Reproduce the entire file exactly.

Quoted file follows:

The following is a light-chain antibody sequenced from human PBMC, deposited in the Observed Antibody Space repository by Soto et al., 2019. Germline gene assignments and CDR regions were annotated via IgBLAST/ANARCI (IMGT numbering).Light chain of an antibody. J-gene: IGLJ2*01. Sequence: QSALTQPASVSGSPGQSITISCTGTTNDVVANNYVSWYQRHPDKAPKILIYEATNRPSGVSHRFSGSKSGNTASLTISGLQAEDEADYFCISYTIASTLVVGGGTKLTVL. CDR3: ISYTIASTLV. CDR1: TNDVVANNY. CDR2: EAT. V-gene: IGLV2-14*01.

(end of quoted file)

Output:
The following is a light-chain antibody sequenced from human PBMC, deposited in the Observed Antibody Space repository by Soto et al., 2019. Germline gene assignments and CDR regions were annotated via IgBLAST/ANARCI (IMGT numbering).Light chain of an antibody. J-gene: IGLJ2*01. Sequence: QSALTQPASVSGSPGQSITISCTGTTNDVVANNYVSWYQRHPDKAPKILIYEATNRPSGVSHRFSGSKSGNTASLTISGLQAEDEADYFCISYTIASTLVVGGGTKLTVL. CDR3: ISYTIASTLV. CDR1: TNDVVANNY. CDR2: EAT. V-gene: IGLV2-14*01.